Athens and its creditors appeared on Monday at odds regarding how to deal with the Greek debt: While the government is seeking a long-term solution with a fresh approach, the eurozone sent a message that the new arrangement will concern some sort of extension – as in the past – and that it will be granted under certain conditions and at a later date.
Finance Minister Euclid Tsakalotos told an American-Hellenic Chamber of Commerce conference in Athens that the issue of the Greek state debt will have to be resolved by the end of March. He stressed that the government wishes to avoid the use of past measures because they “did what the Americans call ‘kicking the can down the road.’”
He added that unless decisions are made fast, the threat of a Greek exit from the eurozone will not disappear from the table and consumers will not spend, savers will not take their savings back to the banks and investors will not invest.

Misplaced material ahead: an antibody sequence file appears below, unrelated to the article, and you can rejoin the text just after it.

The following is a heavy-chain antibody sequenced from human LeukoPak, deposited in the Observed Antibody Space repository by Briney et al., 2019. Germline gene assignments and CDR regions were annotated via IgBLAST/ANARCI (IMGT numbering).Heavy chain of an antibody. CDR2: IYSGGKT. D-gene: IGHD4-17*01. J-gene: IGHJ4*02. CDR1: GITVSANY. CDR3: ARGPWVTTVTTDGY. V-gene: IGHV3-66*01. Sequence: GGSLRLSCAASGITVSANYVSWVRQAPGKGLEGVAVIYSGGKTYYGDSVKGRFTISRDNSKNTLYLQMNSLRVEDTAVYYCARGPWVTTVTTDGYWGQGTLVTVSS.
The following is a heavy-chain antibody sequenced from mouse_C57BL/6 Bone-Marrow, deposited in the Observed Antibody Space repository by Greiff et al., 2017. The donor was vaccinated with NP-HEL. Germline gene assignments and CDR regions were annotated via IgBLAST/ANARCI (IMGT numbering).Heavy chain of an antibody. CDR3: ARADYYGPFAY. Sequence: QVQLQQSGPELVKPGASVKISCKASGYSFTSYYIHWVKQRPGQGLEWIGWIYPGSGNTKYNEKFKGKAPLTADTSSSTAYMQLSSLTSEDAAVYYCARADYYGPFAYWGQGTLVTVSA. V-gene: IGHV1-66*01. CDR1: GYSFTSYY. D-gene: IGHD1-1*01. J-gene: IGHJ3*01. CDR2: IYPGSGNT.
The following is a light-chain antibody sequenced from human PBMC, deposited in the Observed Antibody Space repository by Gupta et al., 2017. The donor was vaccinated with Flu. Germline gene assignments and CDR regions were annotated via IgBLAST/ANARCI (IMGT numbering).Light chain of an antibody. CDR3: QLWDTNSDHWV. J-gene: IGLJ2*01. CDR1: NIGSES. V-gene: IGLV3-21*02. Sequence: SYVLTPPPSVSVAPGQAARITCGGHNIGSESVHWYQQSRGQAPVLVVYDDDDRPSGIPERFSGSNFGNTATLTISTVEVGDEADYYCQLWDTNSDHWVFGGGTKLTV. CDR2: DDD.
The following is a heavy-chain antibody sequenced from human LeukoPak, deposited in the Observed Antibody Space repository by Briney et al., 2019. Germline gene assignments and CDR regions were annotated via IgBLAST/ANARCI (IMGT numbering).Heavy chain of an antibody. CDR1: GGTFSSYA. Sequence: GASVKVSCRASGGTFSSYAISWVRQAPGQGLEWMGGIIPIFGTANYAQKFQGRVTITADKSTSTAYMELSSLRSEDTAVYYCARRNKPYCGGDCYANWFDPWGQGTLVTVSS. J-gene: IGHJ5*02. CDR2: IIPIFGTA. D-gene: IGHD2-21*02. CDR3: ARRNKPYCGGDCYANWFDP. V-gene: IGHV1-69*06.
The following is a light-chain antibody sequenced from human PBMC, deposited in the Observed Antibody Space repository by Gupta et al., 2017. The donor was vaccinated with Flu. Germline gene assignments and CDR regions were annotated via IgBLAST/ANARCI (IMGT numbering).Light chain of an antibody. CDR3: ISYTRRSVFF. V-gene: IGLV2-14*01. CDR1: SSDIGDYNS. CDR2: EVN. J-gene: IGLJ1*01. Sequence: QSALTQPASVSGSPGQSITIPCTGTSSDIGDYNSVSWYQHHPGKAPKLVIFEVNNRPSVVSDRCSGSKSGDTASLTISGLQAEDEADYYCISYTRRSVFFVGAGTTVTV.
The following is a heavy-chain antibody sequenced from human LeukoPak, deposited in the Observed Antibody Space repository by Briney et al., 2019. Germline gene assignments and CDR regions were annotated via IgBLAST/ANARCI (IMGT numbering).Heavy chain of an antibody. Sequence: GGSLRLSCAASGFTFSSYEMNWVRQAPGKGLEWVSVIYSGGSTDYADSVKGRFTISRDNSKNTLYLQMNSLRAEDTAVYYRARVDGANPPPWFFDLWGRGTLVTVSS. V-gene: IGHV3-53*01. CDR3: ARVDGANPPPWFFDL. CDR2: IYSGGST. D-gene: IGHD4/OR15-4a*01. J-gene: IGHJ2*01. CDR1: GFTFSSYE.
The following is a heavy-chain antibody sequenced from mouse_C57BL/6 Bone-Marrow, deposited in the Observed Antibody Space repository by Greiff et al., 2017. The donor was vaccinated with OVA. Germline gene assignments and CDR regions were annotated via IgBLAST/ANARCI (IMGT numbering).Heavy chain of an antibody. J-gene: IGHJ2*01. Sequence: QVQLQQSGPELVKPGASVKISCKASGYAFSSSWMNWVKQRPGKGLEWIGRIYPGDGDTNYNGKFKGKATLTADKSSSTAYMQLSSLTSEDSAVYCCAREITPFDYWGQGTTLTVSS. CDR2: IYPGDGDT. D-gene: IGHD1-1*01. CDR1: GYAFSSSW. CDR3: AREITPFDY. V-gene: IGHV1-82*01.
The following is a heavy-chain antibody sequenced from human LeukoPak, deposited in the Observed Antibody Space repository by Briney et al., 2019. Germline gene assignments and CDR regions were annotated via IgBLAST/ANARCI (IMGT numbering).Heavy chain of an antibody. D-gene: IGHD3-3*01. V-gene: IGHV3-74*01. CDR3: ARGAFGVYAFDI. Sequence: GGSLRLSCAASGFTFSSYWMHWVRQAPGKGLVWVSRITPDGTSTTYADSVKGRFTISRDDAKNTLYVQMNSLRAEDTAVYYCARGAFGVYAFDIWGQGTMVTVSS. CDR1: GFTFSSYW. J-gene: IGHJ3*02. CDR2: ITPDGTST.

A response came from the same podium by the representative of the European Commission, Declan Costello. After saying there have been numerous concessions granted on the debt issue, he announced an additional effort will be made that may concern some extension in debt repayment. He noted that “we should look into the structure of the debt.” The criterion will be to ensure that the annual repayments are sustainable, he added.
The general secretary for fiscal policy, Frangiskos Koutentakis, stated at the same conference that there should be a long-term arrangement for the debt, to reduce the annual amount of payments. Although he said that was “easy,” he expressed the opinion that the eurozone is trying to dodge its responsibilities and using Greece as a scapegoat.
Costello responded by saying that any solution to the debt will come with terms and conditions. “Obviously there will be conditions for the new lightening of the debt: that Greece fully implements the program and that it is clear regarding the long-term policies,” he stated, adding that regarding the Greek debt that “there is no issue for the next eight years. Any discussion concerns the medium term.”